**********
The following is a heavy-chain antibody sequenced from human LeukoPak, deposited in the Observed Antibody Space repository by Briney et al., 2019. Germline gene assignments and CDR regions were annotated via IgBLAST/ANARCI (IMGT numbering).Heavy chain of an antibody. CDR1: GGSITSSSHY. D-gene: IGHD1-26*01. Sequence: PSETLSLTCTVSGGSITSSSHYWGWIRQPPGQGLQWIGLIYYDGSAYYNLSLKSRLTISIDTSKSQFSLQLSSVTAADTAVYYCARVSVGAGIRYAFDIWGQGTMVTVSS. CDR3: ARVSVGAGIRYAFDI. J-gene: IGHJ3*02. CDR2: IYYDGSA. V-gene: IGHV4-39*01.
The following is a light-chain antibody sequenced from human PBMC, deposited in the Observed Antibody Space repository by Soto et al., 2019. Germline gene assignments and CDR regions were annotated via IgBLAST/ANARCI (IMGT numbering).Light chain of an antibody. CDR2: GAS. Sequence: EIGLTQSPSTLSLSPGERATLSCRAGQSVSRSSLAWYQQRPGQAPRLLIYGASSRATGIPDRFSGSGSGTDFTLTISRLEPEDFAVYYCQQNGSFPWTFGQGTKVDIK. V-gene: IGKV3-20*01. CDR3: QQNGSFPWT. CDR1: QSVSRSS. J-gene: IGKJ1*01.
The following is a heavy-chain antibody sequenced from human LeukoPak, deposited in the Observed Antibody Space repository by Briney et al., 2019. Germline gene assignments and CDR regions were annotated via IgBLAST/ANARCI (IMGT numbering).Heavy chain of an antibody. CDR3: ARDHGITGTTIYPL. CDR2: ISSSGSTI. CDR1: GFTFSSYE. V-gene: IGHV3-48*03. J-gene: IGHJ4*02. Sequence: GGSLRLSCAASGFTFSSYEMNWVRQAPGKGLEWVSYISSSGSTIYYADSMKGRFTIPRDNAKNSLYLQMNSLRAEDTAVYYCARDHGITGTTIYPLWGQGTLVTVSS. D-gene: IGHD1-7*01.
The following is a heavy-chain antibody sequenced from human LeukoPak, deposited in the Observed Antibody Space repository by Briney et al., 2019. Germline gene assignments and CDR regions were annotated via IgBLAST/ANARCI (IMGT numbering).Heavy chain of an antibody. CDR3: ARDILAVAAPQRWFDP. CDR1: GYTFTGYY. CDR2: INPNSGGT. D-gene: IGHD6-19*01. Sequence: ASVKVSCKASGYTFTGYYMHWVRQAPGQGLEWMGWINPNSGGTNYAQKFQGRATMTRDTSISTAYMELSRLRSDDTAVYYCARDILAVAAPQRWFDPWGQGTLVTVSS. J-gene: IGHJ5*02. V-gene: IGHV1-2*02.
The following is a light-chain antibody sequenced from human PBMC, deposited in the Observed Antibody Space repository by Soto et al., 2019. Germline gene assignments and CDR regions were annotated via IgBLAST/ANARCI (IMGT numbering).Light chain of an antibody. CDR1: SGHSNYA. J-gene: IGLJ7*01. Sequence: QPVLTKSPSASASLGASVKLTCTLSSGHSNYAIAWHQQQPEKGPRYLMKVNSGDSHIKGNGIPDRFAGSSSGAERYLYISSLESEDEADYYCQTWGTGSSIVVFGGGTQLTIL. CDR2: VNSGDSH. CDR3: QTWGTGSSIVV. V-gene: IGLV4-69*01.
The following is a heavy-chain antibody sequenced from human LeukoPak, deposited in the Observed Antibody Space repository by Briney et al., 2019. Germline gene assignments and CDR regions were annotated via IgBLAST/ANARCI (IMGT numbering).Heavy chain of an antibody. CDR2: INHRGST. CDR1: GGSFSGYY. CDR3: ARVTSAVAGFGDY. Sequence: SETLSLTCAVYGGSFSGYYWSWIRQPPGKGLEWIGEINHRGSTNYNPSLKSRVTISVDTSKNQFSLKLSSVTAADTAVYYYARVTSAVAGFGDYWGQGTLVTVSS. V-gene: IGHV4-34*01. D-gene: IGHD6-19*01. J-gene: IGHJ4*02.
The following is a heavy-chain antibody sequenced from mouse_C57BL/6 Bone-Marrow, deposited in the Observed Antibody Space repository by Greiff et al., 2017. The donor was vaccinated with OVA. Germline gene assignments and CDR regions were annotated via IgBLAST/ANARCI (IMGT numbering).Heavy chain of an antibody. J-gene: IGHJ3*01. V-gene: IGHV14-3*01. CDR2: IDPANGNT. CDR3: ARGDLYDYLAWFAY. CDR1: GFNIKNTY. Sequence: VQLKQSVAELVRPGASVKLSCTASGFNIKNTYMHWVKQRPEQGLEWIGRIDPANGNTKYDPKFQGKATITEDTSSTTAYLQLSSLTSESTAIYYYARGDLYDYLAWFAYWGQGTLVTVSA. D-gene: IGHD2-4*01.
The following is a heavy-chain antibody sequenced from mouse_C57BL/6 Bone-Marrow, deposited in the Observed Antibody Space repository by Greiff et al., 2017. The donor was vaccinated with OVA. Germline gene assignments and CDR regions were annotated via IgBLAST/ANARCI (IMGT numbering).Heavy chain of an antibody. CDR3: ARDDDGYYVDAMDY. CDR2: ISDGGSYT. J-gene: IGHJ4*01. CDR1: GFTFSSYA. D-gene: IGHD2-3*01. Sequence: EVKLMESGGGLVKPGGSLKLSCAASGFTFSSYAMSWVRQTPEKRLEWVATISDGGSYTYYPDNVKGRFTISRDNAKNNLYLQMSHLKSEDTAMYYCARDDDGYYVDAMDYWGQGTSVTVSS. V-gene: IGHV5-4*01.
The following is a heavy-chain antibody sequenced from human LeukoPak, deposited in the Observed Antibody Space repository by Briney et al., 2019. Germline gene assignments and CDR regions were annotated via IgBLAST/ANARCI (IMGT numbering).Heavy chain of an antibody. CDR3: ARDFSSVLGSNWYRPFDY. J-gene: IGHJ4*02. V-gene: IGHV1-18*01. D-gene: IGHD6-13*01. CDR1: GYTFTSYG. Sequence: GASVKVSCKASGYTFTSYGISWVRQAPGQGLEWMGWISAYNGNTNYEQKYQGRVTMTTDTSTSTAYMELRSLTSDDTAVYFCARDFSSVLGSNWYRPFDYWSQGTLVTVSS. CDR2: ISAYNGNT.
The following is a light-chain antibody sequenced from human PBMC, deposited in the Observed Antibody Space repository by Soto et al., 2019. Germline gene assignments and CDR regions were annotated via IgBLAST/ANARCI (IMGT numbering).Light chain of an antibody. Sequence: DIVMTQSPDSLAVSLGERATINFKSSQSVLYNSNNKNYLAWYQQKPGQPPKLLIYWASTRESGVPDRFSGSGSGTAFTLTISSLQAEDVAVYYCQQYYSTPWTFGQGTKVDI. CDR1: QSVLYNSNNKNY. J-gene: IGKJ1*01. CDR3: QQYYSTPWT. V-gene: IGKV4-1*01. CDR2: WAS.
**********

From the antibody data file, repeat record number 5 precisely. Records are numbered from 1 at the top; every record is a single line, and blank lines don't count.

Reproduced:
The following is a light-chain antibody sequenced from human PBMC, deposited in the Observed Antibody Space repository by Soto et al., 2019. Germline gene assignments and CDR regions were annotated via IgBLAST/ANARCI (IMGT numbering).Light chain of an antibody. CDR1: SGHSNYA. J-gene: IGLJ7*01. Sequence: QPVLTKSPSASASLGASVKLTCTLSSGHSNYAIAWHQQQPEKGPRYLMKVNSGDSHIKGNGIPDRFAGSSSGAERYLYISSLESEDEADYYCQTWGTGSSIVVFGGGTQLTIL. CDR2: VNSGDSH. CDR3: QTWGTGSSIVV. V-gene: IGLV4-69*01.